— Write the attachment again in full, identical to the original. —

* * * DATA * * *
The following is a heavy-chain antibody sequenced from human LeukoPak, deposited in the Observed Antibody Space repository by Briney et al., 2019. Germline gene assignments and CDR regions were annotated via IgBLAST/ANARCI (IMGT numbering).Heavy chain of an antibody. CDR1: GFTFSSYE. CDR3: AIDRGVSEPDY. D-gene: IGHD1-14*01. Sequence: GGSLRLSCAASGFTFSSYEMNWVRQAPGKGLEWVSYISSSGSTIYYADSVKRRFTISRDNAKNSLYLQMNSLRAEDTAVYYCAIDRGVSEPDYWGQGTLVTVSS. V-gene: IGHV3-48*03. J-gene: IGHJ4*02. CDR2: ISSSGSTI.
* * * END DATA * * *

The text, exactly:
The following is a heavy-chain antibody sequenced from human LeukoPak, deposited in the Observed Antibody Space repository by Briney et al., 2019. Germline gene assignments and CDR regions were annotated via IgBLAST/ANARCI (IMGT numbering).Heavy chain of an antibody. CDR1: GFTFSSYE. CDR3: AIDRGVSEPDY. D-gene: IGHD1-14*01. Sequence: GGSLRLSCAASGFTFSSYEMNWVRQAPGKGLEWVSYISSSGSTIYYADSVKRRFTISRDNAKNSLYLQMNSLRAEDTAVYYCAIDRGVSEPDYWGQGTLVTVSS. V-gene: IGHV3-48*03. J-gene: IGHJ4*02. CDR2: ISSSGSTI.